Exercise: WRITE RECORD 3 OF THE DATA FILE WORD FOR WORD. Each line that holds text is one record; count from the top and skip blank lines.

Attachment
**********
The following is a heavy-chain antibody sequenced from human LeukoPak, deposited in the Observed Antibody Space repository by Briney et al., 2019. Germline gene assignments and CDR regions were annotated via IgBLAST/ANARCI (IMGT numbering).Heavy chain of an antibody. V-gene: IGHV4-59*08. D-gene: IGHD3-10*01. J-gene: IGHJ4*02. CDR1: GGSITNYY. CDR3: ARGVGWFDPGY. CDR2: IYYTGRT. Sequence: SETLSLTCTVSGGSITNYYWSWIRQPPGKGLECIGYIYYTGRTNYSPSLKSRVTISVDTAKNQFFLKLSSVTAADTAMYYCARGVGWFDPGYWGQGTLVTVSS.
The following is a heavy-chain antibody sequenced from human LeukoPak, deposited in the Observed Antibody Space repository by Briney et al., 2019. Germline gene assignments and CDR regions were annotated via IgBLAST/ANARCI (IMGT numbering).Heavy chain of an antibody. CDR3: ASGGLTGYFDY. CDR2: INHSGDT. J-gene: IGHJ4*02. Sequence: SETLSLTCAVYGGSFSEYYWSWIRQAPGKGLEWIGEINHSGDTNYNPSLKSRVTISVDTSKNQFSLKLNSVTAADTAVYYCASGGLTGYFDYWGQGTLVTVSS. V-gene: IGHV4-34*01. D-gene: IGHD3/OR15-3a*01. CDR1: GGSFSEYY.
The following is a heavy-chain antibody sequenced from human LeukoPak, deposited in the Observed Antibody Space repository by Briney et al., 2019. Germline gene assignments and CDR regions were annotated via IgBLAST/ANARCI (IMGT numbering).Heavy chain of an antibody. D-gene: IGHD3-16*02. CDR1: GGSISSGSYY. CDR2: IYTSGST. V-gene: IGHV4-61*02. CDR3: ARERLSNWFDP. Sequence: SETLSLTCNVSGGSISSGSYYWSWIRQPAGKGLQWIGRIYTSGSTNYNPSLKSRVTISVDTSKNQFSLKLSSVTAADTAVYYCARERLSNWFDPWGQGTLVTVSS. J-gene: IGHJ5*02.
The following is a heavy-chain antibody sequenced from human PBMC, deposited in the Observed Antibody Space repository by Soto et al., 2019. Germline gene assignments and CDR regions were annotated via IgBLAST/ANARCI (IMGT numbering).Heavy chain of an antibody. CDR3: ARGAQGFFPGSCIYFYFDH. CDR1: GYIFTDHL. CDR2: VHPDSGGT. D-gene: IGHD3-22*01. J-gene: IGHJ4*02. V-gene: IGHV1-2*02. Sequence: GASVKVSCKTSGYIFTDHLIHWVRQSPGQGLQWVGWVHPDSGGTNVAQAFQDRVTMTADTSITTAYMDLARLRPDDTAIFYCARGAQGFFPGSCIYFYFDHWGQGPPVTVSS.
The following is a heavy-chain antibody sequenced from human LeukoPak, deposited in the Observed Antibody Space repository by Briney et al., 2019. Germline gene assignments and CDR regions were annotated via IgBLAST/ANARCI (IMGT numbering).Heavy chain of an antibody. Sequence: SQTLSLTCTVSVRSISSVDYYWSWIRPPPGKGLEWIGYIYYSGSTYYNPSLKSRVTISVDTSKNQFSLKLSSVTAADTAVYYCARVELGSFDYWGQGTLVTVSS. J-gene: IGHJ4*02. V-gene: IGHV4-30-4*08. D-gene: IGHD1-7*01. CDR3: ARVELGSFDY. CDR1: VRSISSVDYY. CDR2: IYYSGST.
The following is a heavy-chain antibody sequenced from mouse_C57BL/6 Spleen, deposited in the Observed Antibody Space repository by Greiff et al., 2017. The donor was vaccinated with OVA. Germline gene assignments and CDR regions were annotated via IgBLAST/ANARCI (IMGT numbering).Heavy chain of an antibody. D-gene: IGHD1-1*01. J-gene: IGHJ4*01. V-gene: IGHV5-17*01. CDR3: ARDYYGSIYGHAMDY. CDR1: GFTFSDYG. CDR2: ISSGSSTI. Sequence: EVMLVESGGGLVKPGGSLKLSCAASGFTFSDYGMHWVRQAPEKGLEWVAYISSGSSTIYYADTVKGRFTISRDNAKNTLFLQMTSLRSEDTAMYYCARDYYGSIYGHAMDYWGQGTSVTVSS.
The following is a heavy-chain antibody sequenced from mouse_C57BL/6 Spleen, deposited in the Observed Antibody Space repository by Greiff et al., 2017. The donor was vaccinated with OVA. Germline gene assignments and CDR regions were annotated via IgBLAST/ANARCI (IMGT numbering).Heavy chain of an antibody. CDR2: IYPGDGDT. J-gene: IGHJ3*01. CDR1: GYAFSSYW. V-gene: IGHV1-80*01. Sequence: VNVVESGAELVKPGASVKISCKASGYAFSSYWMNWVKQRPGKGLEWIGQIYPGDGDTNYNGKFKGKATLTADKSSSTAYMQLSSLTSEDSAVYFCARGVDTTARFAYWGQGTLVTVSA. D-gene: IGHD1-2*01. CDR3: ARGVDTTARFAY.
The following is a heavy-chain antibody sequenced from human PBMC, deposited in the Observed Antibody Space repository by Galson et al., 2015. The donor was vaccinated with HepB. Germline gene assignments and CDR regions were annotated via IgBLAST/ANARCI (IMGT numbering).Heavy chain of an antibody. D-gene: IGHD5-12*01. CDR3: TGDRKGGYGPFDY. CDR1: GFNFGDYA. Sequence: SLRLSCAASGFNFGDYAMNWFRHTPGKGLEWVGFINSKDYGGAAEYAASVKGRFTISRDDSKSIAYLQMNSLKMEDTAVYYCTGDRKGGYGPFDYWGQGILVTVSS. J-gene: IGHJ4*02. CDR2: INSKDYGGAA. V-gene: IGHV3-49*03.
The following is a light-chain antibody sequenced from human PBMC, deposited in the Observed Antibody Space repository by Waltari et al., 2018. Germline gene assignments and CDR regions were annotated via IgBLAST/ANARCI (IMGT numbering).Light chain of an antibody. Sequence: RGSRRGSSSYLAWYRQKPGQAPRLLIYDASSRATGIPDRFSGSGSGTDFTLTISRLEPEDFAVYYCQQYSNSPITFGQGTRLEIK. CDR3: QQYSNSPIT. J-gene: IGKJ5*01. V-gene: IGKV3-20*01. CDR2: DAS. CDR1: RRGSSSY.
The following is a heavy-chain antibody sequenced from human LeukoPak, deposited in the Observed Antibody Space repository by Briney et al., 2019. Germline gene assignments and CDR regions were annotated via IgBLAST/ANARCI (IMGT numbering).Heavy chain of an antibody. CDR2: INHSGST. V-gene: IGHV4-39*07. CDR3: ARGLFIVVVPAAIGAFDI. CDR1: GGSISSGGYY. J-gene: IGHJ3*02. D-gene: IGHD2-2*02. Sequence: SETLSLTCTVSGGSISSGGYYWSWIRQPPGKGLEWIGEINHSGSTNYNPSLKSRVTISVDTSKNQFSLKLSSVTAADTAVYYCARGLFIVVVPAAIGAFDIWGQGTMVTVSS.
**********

The following is a heavy-chain antibody sequenced from human LeukoPak, deposited in the Observed Antibody Space repository by Briney et al., 2019. Germline gene assignments and CDR regions were annotated via IgBLAST/ANARCI (IMGT numbering).Heavy chain of an antibody. D-gene: IGHD3-16*02. CDR1: GGSISSGSYY. CDR2: IYTSGST. V-gene: IGHV4-61*02. CDR3: ARERLSNWFDP. Sequence: SETLSLTCNVSGGSISSGSYYWSWIRQPAGKGLQWIGRIYTSGSTNYNPSLKSRVTISVDTSKNQFSLKLSSVTAADTAVYYCARERLSNWFDPWGQGTLVTVSS. J-gene: IGHJ5*02.